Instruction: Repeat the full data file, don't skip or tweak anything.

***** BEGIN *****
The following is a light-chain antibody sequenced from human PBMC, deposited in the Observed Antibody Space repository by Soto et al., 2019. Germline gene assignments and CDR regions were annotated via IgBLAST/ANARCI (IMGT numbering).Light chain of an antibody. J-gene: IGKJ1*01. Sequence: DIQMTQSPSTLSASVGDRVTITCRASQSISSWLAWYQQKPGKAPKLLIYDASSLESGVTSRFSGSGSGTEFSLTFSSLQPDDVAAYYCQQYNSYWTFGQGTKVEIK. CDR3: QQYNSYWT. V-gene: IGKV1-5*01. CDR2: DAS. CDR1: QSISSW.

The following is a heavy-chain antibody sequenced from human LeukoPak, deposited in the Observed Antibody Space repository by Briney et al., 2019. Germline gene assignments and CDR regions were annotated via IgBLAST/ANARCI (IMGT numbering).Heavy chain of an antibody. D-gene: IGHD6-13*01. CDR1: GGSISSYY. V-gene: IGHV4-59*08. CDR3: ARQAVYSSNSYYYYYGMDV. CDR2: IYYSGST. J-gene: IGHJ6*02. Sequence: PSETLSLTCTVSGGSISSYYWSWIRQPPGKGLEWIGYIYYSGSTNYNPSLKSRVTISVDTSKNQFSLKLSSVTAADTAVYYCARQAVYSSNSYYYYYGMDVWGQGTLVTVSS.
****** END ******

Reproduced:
The following is a light-chain antibody sequenced from human PBMC, deposited in the Observed Antibody Space repository by Soto et al., 2019. Germline gene assignments and CDR regions were annotated via IgBLAST/ANARCI (IMGT numbering).Light chain of an antibody. J-gene: IGKJ1*01. Sequence: DIQMTQSPSTLSASVGDRVTITCRASQSISSWLAWYQQKPGKAPKLLIYDASSLESGVTSRFSGSGSGTEFSLTFSSLQPDDVAAYYCQQYNSYWTFGQGTKVEIK. CDR3: QQYNSYWT. V-gene: IGKV1-5*01. CDR2: DAS. CDR1: QSISSW.

The following is a heavy-chain antibody sequenced from human LeukoPak, deposited in the Observed Antibody Space repository by Briney et al., 2019. Germline gene assignments and CDR regions were annotated via IgBLAST/ANARCI (IMGT numbering).Heavy chain of an antibody. D-gene: IGHD6-13*01. CDR1: GGSISSYY. V-gene: IGHV4-59*08. CDR3: ARQAVYSSNSYYYYYGMDV. CDR2: IYYSGST. J-gene: IGHJ6*02. Sequence: PSETLSLTCTVSGGSISSYYWSWIRQPPGKGLEWIGYIYYSGSTNYNPSLKSRVTISVDTSKNQFSLKLSSVTAADTAVYYCARQAVYSSNSYYYYYGMDVWGQGTLVTVSS.